A continuous ice-core 10Be record from Mongolian mid-latitudes: Influences of solar variability and local climate

F. Inceoglu, M. F. Knudsen, J. Olsen, C. Karoff, P. A. Herren, M. Schwikowski, A. Aldahan, G. Possnert

Research output: Contribution to journalArticlepeer-review

3 Citations (Scopus)

Abstract

High-resolution 10Be records used for studies of detailed changes in atmospheric 10Be production rates predominantly derive from polar ice cores. In this study, we present the first 10Be record from a mid-latitude ice core. The ice core derives from the Tsambagarav mountain range located in the Mongolian Altai region. The new 10Be concentration record spans the period from AD 1550 to 2009, while the flux record extends from AD 1816 to 2009. The 10Be concentration in the Tsambagarav ice core ranges between ~1.5×104 and ~10×104 atomsg-1, whereas the 10Be flux changes from ~0.02 to ~0.15 atoms cm-2 s-1. The average 10Be flux at Tsambagarav is four times higher than the average 10Be flux recorded in the NGRIP and Dome Fuji ice cores, which is in accordance with model predictions. In general, the long-term trends observed in the Tsambagarav 10Be concentration and flux records are reasonably similar to those observed in the NGRIP ice core. A comparison between the Tsambagarav 10Be record, group sunspot numbers (GSNs), and solar modulation potentials based on 14C in tree rings suggests that the Maunder Minimum was associated with a prolonged maximum in 10Be concentrations at Tsambagarav, whereas the Dalton Minimum was associated with a minor increase in the 10Be concentration and flux that was delayed relative to the primary minimum in GSNs. The sulphate record from Tsambagarav shows that large positive anomalies in the sulphate concentration are associated with negative anomalies in the 10Be concentration. A concurrent positive sulphate anomaly may explain why the main phase of the Dalton Minimum is subdued in the 10Be record from Tsambagarav. Spectral analysis indicates that the 11-yr solar-cycle signal may have influenced the new 10Be record, but the evidence supporting a direct link is ambiguous. Local and regional climatic changes, such as cyclonic versus anticyclonic conditions and related storm tracks, most likely played a significant role for the 10Be deposition in the Tsambagarav region.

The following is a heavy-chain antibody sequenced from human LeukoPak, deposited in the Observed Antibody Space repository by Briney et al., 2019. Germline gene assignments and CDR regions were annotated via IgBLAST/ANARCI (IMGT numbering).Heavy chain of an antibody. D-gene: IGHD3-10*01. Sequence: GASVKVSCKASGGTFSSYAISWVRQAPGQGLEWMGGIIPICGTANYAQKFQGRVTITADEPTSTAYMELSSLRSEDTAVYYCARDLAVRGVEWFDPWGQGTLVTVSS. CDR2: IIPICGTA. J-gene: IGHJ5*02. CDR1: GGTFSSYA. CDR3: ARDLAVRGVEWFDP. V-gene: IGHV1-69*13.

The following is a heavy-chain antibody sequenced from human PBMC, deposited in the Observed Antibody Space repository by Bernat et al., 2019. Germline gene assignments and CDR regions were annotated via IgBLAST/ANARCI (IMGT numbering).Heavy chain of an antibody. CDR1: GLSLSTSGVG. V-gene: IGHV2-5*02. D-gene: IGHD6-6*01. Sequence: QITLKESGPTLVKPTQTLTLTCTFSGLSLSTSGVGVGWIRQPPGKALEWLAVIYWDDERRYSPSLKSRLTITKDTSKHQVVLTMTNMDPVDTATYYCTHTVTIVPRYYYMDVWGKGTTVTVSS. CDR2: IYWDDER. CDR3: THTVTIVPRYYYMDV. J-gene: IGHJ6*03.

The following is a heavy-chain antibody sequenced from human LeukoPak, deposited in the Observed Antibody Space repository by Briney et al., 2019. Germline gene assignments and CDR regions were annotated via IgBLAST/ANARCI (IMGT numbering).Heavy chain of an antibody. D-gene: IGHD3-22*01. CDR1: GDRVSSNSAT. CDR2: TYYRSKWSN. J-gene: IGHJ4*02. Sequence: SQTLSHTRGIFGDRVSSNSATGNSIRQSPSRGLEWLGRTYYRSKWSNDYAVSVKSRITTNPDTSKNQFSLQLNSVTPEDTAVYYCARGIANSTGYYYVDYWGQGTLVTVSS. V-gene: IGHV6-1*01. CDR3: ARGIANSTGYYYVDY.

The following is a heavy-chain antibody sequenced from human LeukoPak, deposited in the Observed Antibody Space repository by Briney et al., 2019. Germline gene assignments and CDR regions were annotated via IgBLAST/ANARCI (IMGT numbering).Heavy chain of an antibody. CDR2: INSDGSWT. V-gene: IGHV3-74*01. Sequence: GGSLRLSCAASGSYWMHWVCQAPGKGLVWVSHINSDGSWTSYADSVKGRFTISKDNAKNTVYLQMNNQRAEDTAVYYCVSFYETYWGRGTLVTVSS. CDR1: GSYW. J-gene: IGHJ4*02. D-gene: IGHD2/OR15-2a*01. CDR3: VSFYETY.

Original languageEnglish
Pages (from-to)47-56
Number of pages10
JournalEarth and Planetary Science Letters
Volume437
DOIs
Publication statusPublished - Mar 1 2016

Keywords

  • Beryllium 10
  • Climate
  • Cosmogenic nuclide
  • Mid-latitude
  • Past solar activity

ASJC Scopus subject areas

  • Geophysics
  • Geochemistry and Petrology
  • Earth and Planetary Sciences (miscellaneous)
  • Space and Planetary Science

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